As noted above, corn and soybean production depletes the soil of its natural health. This greatly diminishes its environmental value, flood control in particular.
A stretch of pure grassland will absorb five to seven inches of rain an hour but when that same land is tilled for corn and soybean production, the normal absorption rate drops to 0.5-1.5 inches an hour.
This meant that when storms occur, bringing a deluge of rainfall, flooding can affect towns throughout the region. Had upriver land been pasture rather than cornfield, the heavy rains might have produced no runoff.
If more cornfields were converted to perennial grasses, we could significantly reduce the devastation of aquatic life from fertiliser- and herbicide-laden runoff.
Consider this: when runoff from corn-growing fields reaches the sea, it contributes to what is known as a dead zone – a seasonal area that has almost no oxygen and therefore almost no sea life. Because of the dead zone, the seafood industry can be affected every year.
Elsewhere around the world, there are nearly 400 similar dead zones. It is sadly ironic that to produce one of the least healthy sources of protein – grain-fed beef – we destroy one of our leanest and healthiest sources – fish.
4. Perennial pasture is a carbon sink.
Agriculture contributes about 30 percent of all global greenhouse-gas emissions when land conversion impacts are considered. This is much more than the amount emitted by transportation.
Production of meat, particularly beef, is a very heavy emitter of heat-trapping pollutants.
The United Nations Food and Agriculture Organization reported in 2006 that current production levels of meat contribute between 14 and 22 percent of the CO2–equivalent gases the world produces every year.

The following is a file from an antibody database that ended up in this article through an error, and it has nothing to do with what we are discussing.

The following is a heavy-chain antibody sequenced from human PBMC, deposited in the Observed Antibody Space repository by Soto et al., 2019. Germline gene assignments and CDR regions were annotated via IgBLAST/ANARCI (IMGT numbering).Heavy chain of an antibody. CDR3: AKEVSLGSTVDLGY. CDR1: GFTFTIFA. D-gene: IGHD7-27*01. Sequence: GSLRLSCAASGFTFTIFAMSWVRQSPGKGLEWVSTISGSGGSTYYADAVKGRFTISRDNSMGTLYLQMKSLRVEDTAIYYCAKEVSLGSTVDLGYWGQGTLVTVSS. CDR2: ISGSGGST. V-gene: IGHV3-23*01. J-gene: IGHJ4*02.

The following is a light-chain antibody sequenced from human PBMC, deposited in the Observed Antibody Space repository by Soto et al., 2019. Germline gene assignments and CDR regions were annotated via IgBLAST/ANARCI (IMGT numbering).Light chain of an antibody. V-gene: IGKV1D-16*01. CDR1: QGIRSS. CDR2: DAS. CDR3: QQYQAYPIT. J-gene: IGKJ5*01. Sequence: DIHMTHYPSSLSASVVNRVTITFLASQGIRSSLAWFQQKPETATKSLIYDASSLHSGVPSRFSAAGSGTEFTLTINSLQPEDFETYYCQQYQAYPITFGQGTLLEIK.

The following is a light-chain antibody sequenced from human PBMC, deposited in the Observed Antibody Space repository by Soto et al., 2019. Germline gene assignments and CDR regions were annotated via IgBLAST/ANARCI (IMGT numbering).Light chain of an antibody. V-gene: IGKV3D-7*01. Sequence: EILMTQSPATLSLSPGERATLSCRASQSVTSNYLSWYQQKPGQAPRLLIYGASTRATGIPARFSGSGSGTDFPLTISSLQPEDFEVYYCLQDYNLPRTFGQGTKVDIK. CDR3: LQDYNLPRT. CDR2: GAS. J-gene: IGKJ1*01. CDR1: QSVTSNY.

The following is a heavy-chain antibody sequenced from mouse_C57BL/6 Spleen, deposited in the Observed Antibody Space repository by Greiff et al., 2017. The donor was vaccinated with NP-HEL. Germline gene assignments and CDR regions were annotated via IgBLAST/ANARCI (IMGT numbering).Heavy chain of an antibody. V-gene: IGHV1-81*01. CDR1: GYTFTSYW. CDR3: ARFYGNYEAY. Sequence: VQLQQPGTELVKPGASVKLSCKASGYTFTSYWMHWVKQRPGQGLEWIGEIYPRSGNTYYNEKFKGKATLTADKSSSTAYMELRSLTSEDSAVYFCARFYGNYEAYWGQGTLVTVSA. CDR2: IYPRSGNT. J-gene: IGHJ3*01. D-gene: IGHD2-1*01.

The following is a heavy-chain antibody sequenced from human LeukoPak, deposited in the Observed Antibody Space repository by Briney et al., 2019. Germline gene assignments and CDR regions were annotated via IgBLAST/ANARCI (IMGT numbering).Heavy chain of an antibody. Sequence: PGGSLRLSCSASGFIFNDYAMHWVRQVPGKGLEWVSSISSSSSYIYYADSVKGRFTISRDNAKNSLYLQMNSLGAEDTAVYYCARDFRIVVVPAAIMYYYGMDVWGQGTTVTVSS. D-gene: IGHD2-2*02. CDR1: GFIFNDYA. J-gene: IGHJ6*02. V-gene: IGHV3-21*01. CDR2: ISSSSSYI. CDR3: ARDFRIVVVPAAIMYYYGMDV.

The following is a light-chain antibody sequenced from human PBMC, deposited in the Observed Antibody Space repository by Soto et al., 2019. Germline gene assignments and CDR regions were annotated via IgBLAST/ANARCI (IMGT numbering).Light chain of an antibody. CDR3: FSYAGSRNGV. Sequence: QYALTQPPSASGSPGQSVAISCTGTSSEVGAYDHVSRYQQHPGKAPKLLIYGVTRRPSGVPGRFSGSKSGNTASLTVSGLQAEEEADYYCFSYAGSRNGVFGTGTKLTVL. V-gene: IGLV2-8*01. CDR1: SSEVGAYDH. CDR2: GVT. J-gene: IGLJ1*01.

Beef and dairy production, according to the FAO, emit particularly high levels of greenhouse gases; producing a given amount of ground beef releases four times as much greenhouse gases as are released in the production of the same amount of pork, 14 times as much as chicken, and 50 to 60 times as much as fruits and vegetables.
This is particularly true when the animals are raised in CAFOs where they are fed corn or soybeans.
Researchers are finding that tillage systems used to grow crops release not only carbon dioxide but also nitrous oxide and methane (both global warming gases) by triggering the decay and erosion of topsoil.
Without exception, all of the tillage systems examined in a recent study published in Science contributed to global warming, and the worst offenders were conventionally farmed corn, soybeans and wheat.
This is not the case for perennial grass systems. In fact, fields of perennial crops in the same study pulled both methane and carbon dioxide from the atmosphere and stashed them in the soil.
There is even some evidence that perennial grasslands are often better at gathering carbon than forests are.
5. Modern grazing methods match the efficiency of industrial-scale grain production.
Modern grass farmers almost universally rely on something called managed intensive rotational grazing.
Polywire fences confine a herd of perhaps 60 cows to a small area, maybe one-quarter acre, typically for 12 hours. Then the grazier moves the fence, cycling through a series of such paddocks every month or so.
This reflects a basic ecological principle.
Left to their own devices in a diverse ecosystem, cows will eat just a few species, grazing again and again on the same plants.
Rotational grazing forces them to eat all the available forage, including plants they would normally leave untouched. This produces much more beef or milk per acre than does laissez-faire grazing.
We care where our meat comes from… now do you?
We are incredibly passionate about grass-fed meat and we know our customers care about the quality of meat they are eating, which essentially comes from the animal’s diet.
Athleat beef is reared on grass throughout the cattle’s life.
In a nutshell, this means that our cows eat grass for their entire lifetime and are not given hormones, antibiotics (unless required) or exposed to pesticides.
This leads to a healthier and happier cow that ultimately produces better quality meat.
So, now that you know why grass-fed beef is better for you, the animal and the environment…
Maybe you would like to check out our article on how eating better quality meat can help to create a healthier and happier you too?!